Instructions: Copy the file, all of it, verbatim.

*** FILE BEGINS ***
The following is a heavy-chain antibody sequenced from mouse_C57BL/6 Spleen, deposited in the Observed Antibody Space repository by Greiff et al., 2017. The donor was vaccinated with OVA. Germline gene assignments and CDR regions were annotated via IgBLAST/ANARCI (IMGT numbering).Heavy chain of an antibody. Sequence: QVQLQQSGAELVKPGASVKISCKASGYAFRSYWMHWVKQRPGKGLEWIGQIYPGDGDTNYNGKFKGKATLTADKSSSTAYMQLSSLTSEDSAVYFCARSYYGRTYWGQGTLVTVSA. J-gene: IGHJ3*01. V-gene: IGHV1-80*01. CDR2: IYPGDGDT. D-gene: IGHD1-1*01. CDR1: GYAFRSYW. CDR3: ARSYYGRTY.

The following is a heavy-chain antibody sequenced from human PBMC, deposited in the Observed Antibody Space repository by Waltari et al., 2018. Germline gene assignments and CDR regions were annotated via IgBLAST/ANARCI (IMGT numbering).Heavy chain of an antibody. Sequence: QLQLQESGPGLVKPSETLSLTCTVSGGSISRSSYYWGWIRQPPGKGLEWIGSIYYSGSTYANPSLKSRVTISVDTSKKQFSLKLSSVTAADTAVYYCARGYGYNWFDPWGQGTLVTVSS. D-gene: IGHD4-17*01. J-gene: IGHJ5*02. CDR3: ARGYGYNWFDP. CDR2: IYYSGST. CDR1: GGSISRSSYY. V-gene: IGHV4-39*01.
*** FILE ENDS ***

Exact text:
The following is a heavy-chain antibody sequenced from mouse_C57BL/6 Spleen, deposited in the Observed Antibody Space repository by Greiff et al., 2017. The donor was vaccinated with OVA. Germline gene assignments and CDR regions were annotated via IgBLAST/ANARCI (IMGT numbering).Heavy chain of an antibody. Sequence: QVQLQQSGAELVKPGASVKISCKASGYAFRSYWMHWVKQRPGKGLEWIGQIYPGDGDTNYNGKFKGKATLTADKSSSTAYMQLSSLTSEDSAVYFCARSYYGRTYWGQGTLVTVSA. J-gene: IGHJ3*01. V-gene: IGHV1-80*01. CDR2: IYPGDGDT. D-gene: IGHD1-1*01. CDR1: GYAFRSYW. CDR3: ARSYYGRTY.

The following is a heavy-chain antibody sequenced from human PBMC, deposited in the Observed Antibody Space repository by Waltari et al., 2018. Germline gene assignments and CDR regions were annotated via IgBLAST/ANARCI (IMGT numbering).Heavy chain of an antibody. Sequence: QLQLQESGPGLVKPSETLSLTCTVSGGSISRSSYYWGWIRQPPGKGLEWIGSIYYSGSTYANPSLKSRVTISVDTSKKQFSLKLSSVTAADTAVYYCARGYGYNWFDPWGQGTLVTVSS. D-gene: IGHD4-17*01. J-gene: IGHJ5*02. CDR3: ARGYGYNWFDP. CDR2: IYYSGST. CDR1: GGSISRSSYY. V-gene: IGHV4-39*01.